Many other people also moved to the nearby suburbs of Greater Liverpool to private housing – another trend reflected across the country. It’s worth acknowledging, however, that cities across the world are subject to a level of ‘churn’ in population, whereby many people move out and many people move in, over time, too.

So how did those prominent images of derelict streets in the inner-city part of the City of Liverpool local authority area come about? For that, you have to blame the last Labour government’s over-zealous ‘Housing Market Renewal Initiative’ (HMRI) disaster – and the over enthusiastic participation of the then-Lib Dem controlled city council. On the promise of ‘free’ money from central government, the latter removed hundreds of people from their homes with a view to demolishing the Victorian terraces, and building new replacements. Many of these houses, in truth, were already fully modernised, owner-occupied houses within viable and longstanding communities, as can be seen here in Voelas Street, one of the famous Welsh Streets of Liverpool:

Voelas Street before HMRI implementation. Image: WelshStreets.co.uk.

The same picture after HMRI implementation Image: WelshStreets.co.uk. 

Nonetheless: the council bought the houses and ‘tinned them up’ ready for demolition. Then the coalition Conservative/Lib Dem government, elected in 2010, pulled the plug on the scheme. 

Fast forward to 2017 and many of the condemned houses have been renovated, in a process which is still ongoing. These are over-subscribed when they come to market, suggesting that the idea was never appropriate for Liverpool on that scale.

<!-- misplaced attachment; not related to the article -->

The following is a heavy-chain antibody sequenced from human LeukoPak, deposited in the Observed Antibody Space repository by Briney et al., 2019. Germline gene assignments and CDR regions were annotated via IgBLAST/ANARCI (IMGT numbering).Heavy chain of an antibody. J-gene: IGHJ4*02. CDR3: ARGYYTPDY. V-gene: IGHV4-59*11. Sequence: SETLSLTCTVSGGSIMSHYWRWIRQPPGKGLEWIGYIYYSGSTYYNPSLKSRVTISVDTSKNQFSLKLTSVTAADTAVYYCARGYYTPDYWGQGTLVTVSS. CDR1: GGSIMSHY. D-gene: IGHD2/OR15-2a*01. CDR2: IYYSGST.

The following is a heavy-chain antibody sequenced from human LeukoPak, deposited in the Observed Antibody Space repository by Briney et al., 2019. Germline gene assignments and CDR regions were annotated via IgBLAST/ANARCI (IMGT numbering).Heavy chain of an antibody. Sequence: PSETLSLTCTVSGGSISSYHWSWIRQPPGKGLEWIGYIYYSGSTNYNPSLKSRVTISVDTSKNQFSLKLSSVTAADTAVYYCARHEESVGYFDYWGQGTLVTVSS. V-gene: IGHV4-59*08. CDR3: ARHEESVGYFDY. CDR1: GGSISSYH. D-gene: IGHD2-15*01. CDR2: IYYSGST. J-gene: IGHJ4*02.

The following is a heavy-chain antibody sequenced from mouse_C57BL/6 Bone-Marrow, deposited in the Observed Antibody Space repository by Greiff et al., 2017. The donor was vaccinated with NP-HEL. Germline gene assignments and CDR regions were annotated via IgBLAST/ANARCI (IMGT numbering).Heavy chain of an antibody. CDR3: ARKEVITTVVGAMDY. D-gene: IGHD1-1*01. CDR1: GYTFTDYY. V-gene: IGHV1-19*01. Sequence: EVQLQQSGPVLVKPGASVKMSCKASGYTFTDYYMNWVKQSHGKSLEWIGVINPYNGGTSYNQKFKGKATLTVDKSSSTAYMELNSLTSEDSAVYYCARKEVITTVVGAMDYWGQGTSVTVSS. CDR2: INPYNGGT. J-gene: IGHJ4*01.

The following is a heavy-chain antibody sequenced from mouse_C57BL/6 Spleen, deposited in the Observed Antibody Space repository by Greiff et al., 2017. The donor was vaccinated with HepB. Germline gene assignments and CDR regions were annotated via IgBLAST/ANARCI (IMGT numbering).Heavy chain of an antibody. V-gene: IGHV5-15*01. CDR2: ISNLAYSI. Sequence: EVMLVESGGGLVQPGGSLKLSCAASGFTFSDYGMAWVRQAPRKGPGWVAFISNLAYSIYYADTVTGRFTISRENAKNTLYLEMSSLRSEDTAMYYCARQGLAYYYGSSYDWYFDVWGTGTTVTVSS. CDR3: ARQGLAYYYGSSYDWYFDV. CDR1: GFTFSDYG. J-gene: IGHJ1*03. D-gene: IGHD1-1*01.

At any rate, it turns out that the Liverpool metropolitan population is pretty much the same as it was at its peak in 1931 (depending where the local borough boundaries are arbitrarily drawn). It just begs the question: why are well educated and supposedly clever people misrepresenting the Liverpool metropolis, in particular, in this way so often? Surely they aren’t stupid are they?


And why are some people so determined to always isolate the City of Liverpool from its hinterland, while London is always described in terms of its whole urban area? It just confuses and undermines what would otherwise often be worthwhile comparisons and discussions. Or, to put it another way: “never, ever, compare apples with larger urban zones”.

In a recent Channel 4 documentary, for example, the well-known and respected journalist Michael Burke directly compared the forecast population growths, by 2039, of the City of Liverpool single local authority area against that of the combined 33 local authority areas of Greater London: 42,722 versus 2.187,708. I mean, what bizarre point is such an inappropriate comparison even trying to make? It is like comparing the projected growth of a normal sized-person’s head with the projected growth of the whole of an obese person, over a protracted period.

Having said all that, there is an important sensible conversation to be had as to why the populations of the Greater Liverpool metropolis and others haven’t grown as fast as maybe should have been the case, whilst, in recent times, the Greater London population has been burgeoning. But constantly pitching it as some sort of rare local apocalypse helps no one.

Dave Mail has declared himself CityMetric’s Liverpool City Region correspondent. He will be updating us on the brave new world of Liverpool City Region, mostly monthly, in ‘E-mail from Liverpool City Region’ and he is on twitter @davemail2017.